“Wake Forest went from a strong regional, Baptist-affiliated university to a top 30 national, independent institution of higher learning,” according to Gladding, a Wake Forest alumnus who returned to the University in 1990 as assistant to the president for special projects and professor of counseling.  He later spent several years as associate provost before focusing all of his efforts at the University on the Department of Counseling.

An opportunity to have the book signed by Gladding is ahead.  On April 9, he will be signing on campus at Words Awake 2, a two-day celebration of Wake Forest-associated writers and writing.  The signing will be held from 5 p.m. to 6:30 p.m. at Benson University Center, fourth floor.  Also signing books will be Provost Emeritus Ed Wilson, author of “The History of Wake Forest University, Volume V,” which focused on the University between 1967-83, when James Ralph Scales was president.

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President Hatch: Join conversation with Charles Best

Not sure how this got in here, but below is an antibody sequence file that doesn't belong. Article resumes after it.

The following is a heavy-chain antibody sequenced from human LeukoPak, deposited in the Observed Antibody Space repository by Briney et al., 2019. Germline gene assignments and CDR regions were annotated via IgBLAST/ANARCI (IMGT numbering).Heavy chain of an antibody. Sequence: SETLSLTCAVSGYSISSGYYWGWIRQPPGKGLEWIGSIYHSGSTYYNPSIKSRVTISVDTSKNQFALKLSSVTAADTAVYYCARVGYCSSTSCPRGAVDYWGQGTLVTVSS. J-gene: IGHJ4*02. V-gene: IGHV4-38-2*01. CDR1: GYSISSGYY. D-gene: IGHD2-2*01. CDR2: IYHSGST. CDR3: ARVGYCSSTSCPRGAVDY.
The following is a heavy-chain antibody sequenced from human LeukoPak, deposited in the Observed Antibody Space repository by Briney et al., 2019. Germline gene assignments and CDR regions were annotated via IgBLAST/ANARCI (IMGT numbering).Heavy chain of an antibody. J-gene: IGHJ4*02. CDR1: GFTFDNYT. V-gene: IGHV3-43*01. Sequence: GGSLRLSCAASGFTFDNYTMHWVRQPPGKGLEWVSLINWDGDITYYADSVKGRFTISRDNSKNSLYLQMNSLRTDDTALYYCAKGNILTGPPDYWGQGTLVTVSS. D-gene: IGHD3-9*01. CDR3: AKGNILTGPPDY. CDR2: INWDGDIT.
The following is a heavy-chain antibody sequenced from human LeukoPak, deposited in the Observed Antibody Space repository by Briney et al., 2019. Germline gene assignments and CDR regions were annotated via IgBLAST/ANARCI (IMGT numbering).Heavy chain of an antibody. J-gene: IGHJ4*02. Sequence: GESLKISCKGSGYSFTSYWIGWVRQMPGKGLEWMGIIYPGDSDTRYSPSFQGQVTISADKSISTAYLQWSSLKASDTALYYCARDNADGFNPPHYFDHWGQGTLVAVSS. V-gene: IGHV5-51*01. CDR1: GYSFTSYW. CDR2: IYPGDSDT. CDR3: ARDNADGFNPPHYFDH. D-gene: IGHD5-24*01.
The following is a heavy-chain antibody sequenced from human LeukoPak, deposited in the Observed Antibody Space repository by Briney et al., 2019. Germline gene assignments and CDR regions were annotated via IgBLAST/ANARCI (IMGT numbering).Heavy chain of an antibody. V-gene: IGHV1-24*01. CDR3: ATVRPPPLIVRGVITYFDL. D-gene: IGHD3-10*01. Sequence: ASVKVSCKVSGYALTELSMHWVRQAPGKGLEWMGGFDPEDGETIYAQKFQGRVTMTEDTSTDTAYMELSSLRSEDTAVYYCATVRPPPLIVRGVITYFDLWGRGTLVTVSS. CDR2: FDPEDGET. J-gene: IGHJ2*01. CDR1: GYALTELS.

This message was emailed to students, faculty and staff on March 28 by President Hatch:

Dear Students, Faculty and Staff,

On April 5, I invite you to join me for a conversation with Charles Best, CEO of DonorsChoose.org, as we engage in a meaningful discussion as part of The Leadership Project series, a program designed to showcase inspiring stories from leaders who represent a variety of professional paths and to celebrate the many ways leadership development is taught and inspired at Wake Forest.

DonorsChoose.org is a nonprofit organization that provides a simple way to address educational inequity. At DonorsChoose.org, public school teachers create classroom project requests and donors can choose the projects they want to support. Best launched the organization in 2000 out of a Bronx public high school where he taught history. Since then, more than 715,000 projects totaling nearly $420 million have been funded nationwide.

In honor of Best’s participation in The Leadership Project, Wake Forest will host a philanthropic flash mob on March 29 as part of the DonorsChoose.org #BestSchoolDay movement. Students, faculty and staff are invited to pick up a free $25 DonorsChoose.org gift card to support a K-12 classroom project. One thousand gift cards will be available at various locations across campus from 11 a.m. – 7 p.m. The University’s goal is to have 100 percent redemption by the end of the day, totaling $25,000 of support for classroom projects in our community and across the country.